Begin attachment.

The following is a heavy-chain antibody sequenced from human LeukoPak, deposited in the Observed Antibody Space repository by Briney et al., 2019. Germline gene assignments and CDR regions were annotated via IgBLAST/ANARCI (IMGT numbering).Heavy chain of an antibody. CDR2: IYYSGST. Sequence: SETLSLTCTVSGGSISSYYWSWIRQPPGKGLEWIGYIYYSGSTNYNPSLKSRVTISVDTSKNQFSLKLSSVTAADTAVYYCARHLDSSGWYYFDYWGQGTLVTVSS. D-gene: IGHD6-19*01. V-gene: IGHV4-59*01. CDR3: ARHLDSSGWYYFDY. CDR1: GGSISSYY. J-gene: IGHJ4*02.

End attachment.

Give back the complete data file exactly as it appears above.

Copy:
The following is a heavy-chain antibody sequenced from human LeukoPak, deposited in the Observed Antibody Space repository by Briney et al., 2019. Germline gene assignments and CDR regions were annotated via IgBLAST/ANARCI (IMGT numbering).Heavy chain of an antibody. CDR2: IYYSGST. Sequence: SETLSLTCTVSGGSISSYYWSWIRQPPGKGLEWIGYIYYSGSTNYNPSLKSRVTISVDTSKNQFSLKLSSVTAADTAVYYCARHLDSSGWYYFDYWGQGTLVTVSS. D-gene: IGHD6-19*01. V-gene: IGHV4-59*01. CDR3: ARHLDSSGWYYFDY. CDR1: GGSISSYY. J-gene: IGHJ4*02.